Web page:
Comparing is very useful and important.
Just think about for-loops, if-else, Quicksort, and much more.
It is placed in the ALU, beside the adders, registers and some logical operators.
For example, look at this easy C/C++ code:
One single line hides a very complicated sequence of commands from the compiler for the processor hardware.
It’s a bit more clear when you code in Assembler:
jne - jump if not equal
jng - jump if not greater
Machine code or machine language are only instructions stored somewhere.
This could look like this:
0x00B813A4 55 8B EC 81 EC C0 00 00 00
0x00B813B1 C4 04 3B AB 8B F4 68 3C 57
0x00B813CC E8 80 FD FF FF 83 CA 08 5F
0x00B813E3 CC CC 51 50 00 5B 81 CA CC
0x00B813F8 00 B4 56 58 00 FF FF FF 30
0x00B8140F 52 8B E1 00 00 D1 B1 00 00
0x00B81424 CC CC CC 1B D8 FF D8 3B 20
0x00B8143B A0 00 01 20 F1 F4 D7 08 67
Our brain sees/knows the larger number within ms. (-3 and 5)
(I don’t know what happens in our brains, but it’s very good in how it does it.)
OK. Now back to the digital part again.
One way to determine the larger number is when you go from MSB to LSB and XOR the two bits.
When you get “High” as output, you look which number has a “1” on this location. Voila, the bigger number.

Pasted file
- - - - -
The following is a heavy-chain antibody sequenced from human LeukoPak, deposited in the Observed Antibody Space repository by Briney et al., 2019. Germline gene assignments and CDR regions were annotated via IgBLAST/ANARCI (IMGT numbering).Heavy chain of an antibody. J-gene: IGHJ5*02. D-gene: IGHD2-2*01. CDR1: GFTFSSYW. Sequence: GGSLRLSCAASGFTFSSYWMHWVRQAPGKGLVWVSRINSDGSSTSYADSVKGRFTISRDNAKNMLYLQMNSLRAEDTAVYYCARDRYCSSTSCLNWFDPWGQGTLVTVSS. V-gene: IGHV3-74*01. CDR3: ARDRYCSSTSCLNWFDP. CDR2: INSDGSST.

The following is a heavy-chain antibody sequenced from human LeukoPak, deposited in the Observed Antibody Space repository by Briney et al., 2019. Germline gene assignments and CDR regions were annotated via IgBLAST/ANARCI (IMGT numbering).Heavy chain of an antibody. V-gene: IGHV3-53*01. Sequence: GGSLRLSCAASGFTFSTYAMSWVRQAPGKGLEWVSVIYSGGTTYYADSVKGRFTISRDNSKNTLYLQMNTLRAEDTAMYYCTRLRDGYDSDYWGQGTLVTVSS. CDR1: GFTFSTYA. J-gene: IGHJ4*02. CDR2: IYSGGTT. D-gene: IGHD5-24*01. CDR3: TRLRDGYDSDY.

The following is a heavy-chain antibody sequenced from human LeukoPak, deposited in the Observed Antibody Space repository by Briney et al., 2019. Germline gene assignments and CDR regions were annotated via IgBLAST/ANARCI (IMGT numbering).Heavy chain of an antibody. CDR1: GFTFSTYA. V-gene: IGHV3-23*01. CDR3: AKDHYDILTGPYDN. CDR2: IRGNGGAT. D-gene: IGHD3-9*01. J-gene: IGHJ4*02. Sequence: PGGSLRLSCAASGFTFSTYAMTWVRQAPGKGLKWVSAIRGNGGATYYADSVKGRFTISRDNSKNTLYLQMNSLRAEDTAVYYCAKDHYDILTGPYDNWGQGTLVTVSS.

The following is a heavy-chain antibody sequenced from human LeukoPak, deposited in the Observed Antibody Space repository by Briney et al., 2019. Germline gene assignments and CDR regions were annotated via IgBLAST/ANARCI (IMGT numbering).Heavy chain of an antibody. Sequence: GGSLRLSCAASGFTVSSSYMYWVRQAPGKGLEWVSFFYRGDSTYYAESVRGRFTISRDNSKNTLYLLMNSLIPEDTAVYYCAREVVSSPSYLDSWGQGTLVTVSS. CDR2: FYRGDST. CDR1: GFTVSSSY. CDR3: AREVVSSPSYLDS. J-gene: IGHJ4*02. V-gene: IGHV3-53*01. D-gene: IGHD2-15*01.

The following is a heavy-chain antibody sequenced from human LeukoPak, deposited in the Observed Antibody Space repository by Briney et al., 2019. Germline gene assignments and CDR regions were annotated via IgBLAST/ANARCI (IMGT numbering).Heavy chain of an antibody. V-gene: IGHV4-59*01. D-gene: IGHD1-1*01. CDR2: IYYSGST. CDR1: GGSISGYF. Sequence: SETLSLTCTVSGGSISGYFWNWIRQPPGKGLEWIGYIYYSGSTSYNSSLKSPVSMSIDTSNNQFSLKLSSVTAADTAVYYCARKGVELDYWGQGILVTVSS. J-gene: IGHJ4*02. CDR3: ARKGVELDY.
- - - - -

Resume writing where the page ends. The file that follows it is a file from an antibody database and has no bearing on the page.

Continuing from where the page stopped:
But for this, a mechanism is needed which goes through all locations. Like a register (Needs much clock signals) or a loop-thing (Code gets bigger).
An other way to check which number is bigger, is the subtraction:
If you just want to know when two numbers are equal, an simple “equality comparator” can be build.
This design in NAND/ NOR/ NOT only:
For a more precisely output, an other circuit is needed. Every bits get compared to each other + an input from the previous bit.
This is a 4 bit comparator. It can be stacked and is built up with “blocks”. That’s why I decided to use this circuit.
My 16 bit build: (19cm x 18cm x 5cm)
The different sections can be easily recognized.
Because of the one bit output, it can only show two states.
If it should indicate when the numbers are equal, the board would need at least a 2 bit output.
So, in my case it shows the “greater than or equal” for a number. The other number gets “less than”.
The option for “equal” will be also needed for my computer project.
For this reason, I will split the “greater than or equal” with an “equality comparator” to two outputs.
Then I have 3 output pins for all states. I think that’s foolproof. Exactly mine.